My sister nearly had a heart attack--she was in the middle of the line.

And at one point, some flyer came up, of all the deals, and someone in the line screamed "You need one of the fliers to get the tv!", I suppose, hoping that everyone would leave the line to go get one. That's not what happened. They would send one of a group to get like 5 or 6 fliers--I was sent to get one for my sister, then of course, the fliers weren't needed--they were just a record of what was being put on sale at 5am, and printed in black and white on copy paper--nothing special. There ended up being an instant leaffall of them, as people randomly dumped handfulls of them on the ground, because there was an assumption that it was one flier per tv you're buying.

All this for $150 cheap HD LCD tv's, that I honestly thought wasn't worth it(horrible, grainy picture quality, off-brand tv, no decent reviews found of it online). My sister could have been injured or possibly killed at several points by the mad rush(one at midnight for pallets full of things like cheap tool chests, where people ended up being grabby and panicking when others started reaching for things they wanted....nevermind there were entire pallets of the things). And a second for the tv's. TV's are the big ticket item, sadly enough, there wasn't anyone in line for the digital camera or a bunch of other stuff that Wal-mart put on sale at 5am--just 200 people who all wanted the cheapest, largest tv(not even ten people wanted the $400 tv, that was actually the same size but a much better brand/quality of make).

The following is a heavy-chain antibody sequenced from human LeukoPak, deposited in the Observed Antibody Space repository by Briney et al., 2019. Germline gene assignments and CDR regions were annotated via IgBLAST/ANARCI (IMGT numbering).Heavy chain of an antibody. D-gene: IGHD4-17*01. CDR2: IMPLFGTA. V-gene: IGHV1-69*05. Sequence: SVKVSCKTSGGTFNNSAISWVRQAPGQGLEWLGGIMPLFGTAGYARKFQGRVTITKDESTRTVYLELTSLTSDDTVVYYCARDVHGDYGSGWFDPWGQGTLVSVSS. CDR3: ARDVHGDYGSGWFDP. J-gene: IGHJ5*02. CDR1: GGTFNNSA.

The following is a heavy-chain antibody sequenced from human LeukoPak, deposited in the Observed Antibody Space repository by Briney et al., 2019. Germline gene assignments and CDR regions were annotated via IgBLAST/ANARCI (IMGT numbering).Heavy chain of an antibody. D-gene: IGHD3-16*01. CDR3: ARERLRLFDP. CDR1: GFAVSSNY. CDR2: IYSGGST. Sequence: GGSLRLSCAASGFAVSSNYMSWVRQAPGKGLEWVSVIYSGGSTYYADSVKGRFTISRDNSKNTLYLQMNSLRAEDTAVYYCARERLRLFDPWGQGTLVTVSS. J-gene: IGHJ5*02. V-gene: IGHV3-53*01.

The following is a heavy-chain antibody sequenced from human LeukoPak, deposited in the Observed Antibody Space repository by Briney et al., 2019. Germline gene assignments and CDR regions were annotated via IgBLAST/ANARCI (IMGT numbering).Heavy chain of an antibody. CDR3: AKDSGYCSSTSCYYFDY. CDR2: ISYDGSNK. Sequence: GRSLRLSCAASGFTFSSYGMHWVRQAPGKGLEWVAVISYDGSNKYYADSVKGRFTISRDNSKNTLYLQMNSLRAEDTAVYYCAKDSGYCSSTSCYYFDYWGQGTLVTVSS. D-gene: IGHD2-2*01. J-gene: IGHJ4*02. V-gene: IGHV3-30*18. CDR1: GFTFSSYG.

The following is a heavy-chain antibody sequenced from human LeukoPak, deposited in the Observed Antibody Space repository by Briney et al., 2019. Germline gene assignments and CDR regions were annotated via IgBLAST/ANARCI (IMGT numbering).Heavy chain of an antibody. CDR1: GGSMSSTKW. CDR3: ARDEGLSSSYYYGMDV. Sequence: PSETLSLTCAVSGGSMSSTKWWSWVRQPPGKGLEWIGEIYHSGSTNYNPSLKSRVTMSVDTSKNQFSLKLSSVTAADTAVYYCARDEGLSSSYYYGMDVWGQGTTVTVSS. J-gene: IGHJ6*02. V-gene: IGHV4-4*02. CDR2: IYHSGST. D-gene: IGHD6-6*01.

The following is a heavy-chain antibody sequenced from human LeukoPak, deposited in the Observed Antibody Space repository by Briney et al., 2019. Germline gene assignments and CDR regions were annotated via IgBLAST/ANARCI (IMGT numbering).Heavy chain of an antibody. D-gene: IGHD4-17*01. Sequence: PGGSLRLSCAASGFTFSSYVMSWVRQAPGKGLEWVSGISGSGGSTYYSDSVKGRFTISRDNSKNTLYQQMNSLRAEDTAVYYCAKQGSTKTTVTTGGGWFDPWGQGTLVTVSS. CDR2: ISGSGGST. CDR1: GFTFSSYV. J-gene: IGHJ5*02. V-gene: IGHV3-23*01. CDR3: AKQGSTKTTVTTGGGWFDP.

I did go clothing shopping that day around 9am with my mom because she offered to take us, but we went to Dirt Cheap, which didn't do any special sales, they were just open for regular business. I did find some nice warddrobe staples, though.

Really, just one taste of the madness and danger was enough--although I could see that for many people, they weren't used to this rush of adrenaline from feeling actual fear from mobs of people--I am used to it, also, I get my adrenaline rushes from video games--which are much safer than dashing for sales. I've heard all sorts of madness/horror stories, you could almost write a dark comedy about Black Friday Sales--like the psycho from the Target commercials, only she drags her daughter and sons along to carry things for her as she insists on getting all her christmas shopping done THAT DAY, while they have to hit every crazy store in town, with an itemized list of all the stuff she wants to get, complete with the mom cursing out a manager or store employee for not having enough cashmere sweaters or electric griddles in stock for HER to get one.

And that was a small wal-mart, in a small town, a wal-mart that isn't even open 24 hours(it closes at 11pm, normally). I'd hate to see what the Tuscaloosa Wal-mart was like, or what the Tuscaloosa Target looked like.

The problem that has become Black Friday sales is summed up in this one story, perfectly(I shall stress this did not happen to me and is simply hearsay that I got last Black Friday--but it's still amazing):

So we(my mom and I) circled around the Target parking lot several times--it was about 6am, and we figured that's only an hour after it opened, it'll have cleared out some, right? Wrong. We finally found a spot, and parked in it, and when we get out a woman in a minivan rev's her car up to us, and says 'That was my spot. You fucking get out of my spot.' We said "We're already parked, and we didn't see you waiting."

"I could fucking kill you right now, and run you both over." The minivan woman said.

"But then you'd go to jail, and miss out on all the deals inside."

This made the minivan woman actually stop and think for a minute.

Then she said.

"But you'd still be dead!"